x = n = 0 N α X , n · Re { ( X + Y ) n } + n = 1 N β X , n · Im { ( X + Y ) n } + γ X · X 2 / 2 Eq . 23 y = n = 0 N α Y , n · Re { ( X + Y ) n } + n = 1 N β Y , n · Im { ( X + Y ) n } + γ Y · Y 2 / 2 Eq . 24

While the expressions of Equations 23 and 24 violate Laplace's equation for small values of γX and γY corresponding to mild resistivity gradients, the degree of violation is small compared to that of the relation between touchscreen and display coordinates provided by a conventional general fit. The degree of violation of Laplace's equation is quantified by averaging the magnitude of the Laplacian over display coordinates (X,Y) corresponding to the touch sensitive area of the touchscreen. If the touch sensitive area of the touchscreen corresponds to (X,Y) coordinates in the ranges Xmin<X<Xmax and Ymin<Y<Ymax, then the average magnitude of the Laplacian of the touchscreen x coordinate may be computed with the following double integral expressions or suitable approximations as double sums.

X min X max Y min Y max 2 x ( X , Y ) X / ( X max - X min ) Y / ( Y max - Y min ) Eq . 25 X min X max Y min Y max 2 y ( X , Y ) X / ( X max - X min ) Y / ( Y max - Y min ) Eq . 26

In Eq. 25 and 26, ∇2x(X,Y)=∂x/∂X2+∂2x/∂Y2 and ∇2y(X,Y)=∇2y/∂X2+∂2y/∂Y2. In the case that x(X,Y) and y(X,Y) are given by Equations 23 and 24 above, the expressions of Eq. 25 and 26 for average magnitudes of the Laplacian are evaluated to be simply γX and γY respectively and typically less than 10% of corresponding average magnitudes of the Laplacian for a convention general fit.

Laplace's equation and the analysis above assumes that the display coordinates system of the display screen 156 is a Cartesian coordinate system. This is the case if X and Y are measured in units of pixels and the pixel pitch (e.g. 0.27 mm) is the same in the vertical and horizontal directions. However, in one embodiment non-Cartesian coordinate systems may be used, such as in programming, in which X and Y coordinates are scaled differently. This is the case, for example, X and Y may be scaled to the same two-byte signed integer range from −32,768 to +32,767 even when the display height to width aspect ratio is 3:4. The above equations may thus be modified for the case of non-Cartesian display coordinates, wherein the non-Cartesian display coordinates are indicated as (X′,Y′). Let SX and SY be scaling factors between non-Cartesian coordinates (X′,Y′) and some Cartesian display coordinates (X,Y) such that X=Sx·X′ and Y=SY·Y′. The substitutions X→SX·X′ and Y→SY·Y′ may be made into the above equations and the laws of physics remain satisfied.

In terms of the non-Cartesian coordinates (X′,Y′), the Laplacian expressions can be written as ∇2x(X′,Y′)=(1/SX 2)*∂2x/∂X′2+(1/SY 2)*∂2x/∂Y′2 and ∇2y(X′,Y′)=(1/SX 2)*∂2y/∂X′2+(1/SY 2)*∂2y/Y′2. As is well know in mathematical physics, the Laplacian can similarly be generalized to a number of coordinate systems, i.e. curvilinear coordinate systems that are not Cartesian.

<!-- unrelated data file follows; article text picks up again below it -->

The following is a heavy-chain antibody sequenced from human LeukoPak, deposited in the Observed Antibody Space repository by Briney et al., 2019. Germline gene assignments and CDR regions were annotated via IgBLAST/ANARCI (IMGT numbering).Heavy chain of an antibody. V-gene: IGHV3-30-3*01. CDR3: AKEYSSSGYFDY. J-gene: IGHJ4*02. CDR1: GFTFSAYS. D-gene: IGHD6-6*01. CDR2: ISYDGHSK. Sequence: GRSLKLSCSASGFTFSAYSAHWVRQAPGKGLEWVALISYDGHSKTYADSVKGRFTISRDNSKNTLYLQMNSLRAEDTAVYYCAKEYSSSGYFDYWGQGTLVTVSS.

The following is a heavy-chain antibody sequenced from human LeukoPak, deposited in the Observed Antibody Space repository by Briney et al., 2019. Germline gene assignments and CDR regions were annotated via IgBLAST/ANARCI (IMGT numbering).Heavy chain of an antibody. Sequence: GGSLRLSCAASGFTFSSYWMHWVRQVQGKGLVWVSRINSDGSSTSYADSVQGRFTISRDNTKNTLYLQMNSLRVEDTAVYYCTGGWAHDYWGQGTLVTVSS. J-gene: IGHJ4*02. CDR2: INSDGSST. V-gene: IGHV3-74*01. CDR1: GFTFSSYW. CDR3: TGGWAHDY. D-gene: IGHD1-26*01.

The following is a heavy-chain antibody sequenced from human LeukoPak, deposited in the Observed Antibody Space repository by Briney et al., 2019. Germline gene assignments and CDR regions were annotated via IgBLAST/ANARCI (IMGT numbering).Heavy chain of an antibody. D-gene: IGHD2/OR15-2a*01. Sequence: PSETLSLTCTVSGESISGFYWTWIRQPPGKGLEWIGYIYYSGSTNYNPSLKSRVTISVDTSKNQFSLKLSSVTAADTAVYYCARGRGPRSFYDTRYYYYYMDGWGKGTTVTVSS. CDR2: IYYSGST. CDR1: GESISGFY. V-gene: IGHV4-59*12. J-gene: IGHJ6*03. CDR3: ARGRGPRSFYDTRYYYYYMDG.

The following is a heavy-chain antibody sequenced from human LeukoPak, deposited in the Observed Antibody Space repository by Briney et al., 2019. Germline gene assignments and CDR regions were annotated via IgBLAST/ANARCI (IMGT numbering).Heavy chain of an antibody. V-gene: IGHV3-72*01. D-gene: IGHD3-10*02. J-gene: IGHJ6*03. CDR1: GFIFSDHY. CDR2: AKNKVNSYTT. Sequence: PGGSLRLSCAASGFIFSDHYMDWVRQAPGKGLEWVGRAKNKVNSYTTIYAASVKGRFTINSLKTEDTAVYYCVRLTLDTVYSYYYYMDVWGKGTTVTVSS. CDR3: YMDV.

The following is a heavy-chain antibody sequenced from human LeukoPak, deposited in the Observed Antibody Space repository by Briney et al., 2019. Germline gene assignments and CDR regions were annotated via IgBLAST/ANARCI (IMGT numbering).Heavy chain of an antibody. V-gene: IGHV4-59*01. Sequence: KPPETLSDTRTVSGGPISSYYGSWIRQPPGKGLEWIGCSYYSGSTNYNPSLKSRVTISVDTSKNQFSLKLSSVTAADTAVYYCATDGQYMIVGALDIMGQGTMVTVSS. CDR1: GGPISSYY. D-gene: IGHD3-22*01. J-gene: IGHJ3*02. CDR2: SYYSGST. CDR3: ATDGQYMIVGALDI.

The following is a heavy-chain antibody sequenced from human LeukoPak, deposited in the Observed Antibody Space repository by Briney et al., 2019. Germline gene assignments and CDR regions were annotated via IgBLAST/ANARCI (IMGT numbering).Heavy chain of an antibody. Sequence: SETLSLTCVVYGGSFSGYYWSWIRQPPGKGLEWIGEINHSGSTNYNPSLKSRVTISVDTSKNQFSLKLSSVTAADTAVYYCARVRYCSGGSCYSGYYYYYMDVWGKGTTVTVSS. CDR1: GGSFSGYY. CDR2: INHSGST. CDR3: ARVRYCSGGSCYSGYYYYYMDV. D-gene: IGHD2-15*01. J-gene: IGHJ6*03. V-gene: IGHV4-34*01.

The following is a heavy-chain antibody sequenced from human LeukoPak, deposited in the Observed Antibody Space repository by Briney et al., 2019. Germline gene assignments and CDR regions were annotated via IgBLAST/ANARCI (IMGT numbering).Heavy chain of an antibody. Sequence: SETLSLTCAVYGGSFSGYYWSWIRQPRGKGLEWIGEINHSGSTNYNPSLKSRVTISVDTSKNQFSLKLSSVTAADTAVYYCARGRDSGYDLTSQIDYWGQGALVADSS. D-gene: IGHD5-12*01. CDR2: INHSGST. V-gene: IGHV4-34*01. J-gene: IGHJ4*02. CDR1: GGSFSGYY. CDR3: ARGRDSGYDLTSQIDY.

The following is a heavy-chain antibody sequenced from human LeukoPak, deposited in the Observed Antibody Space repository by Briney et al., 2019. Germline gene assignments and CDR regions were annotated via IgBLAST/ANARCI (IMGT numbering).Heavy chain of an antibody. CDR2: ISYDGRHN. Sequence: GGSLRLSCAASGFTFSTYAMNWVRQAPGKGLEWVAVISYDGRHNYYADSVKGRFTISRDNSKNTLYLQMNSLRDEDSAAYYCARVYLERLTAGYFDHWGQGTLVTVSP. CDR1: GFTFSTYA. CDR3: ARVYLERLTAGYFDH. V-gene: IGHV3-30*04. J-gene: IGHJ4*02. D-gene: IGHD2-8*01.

The origin of the (Cartesian) display coordinate system also needs to be determined. The above derivations are correct regardless of the location of the origin. In varying embodiments, the point (X,Y)=(0,0) may be the center of the display screen 156, the lower left corner of the display screen 156 or anywhere else in the plane of the display screen 156. In practice, an origin close to or at the center of the display screen 156 may be desirable as the polynomial expansions converge much faster with the origin being near the symmetry point of the display screen 156 and touch area 190 of the touchscreen 158. Because the finite number of calibration targets supports polynomial expansions of only limited orders, rapid convergence is desired and may be achieved by centering at or near the origin. Likewise, it is generally advantageous for polynomial expansions to have a centered origin for the touchscreen coordinates (x,y). However, it is not necessary for the origin to be centered.

Due to symmetries in the design of touch display system 150, many of the coefficients in fitted Laplace expansions such as x=αX,0·1+αX,1·X+βX,1·Y+αX,2·(X2−Y2)+ . . . +βX,3·(3XY2−Y3) tend to be small. Symmetries may be left/right symmetries or top/bottom symmetries, for example. If manufacturing variations are sufficiently small, the symmetries may allow elimination of one, several or many terms from the polynomial expansions. One example of symmetries is the case when manufacturing variations are nearly or completely negligible.

FIGS. 7 and 8 consider X excitation field maps for the case of an ideal symmetric and perfectly linear touchscreen 260. Both FIGS. 7 and 8 represent the same touchscreen 260 with the same voltage excitation of the resistive coating on the glass substrate. At the four corners of the touchscreen 260 are written the excitation voltages asserted by associated touchscreen controller electronics (not shown). In FIG. 7, the corners are indicated as top left corner 280, bottom left corner 282, top right corner 284, and bottom right corner 286. In FIG. 8, the corners are indicated as top left corner 288, bottom left corner 290, top right corner 292, and bottom right corner 294.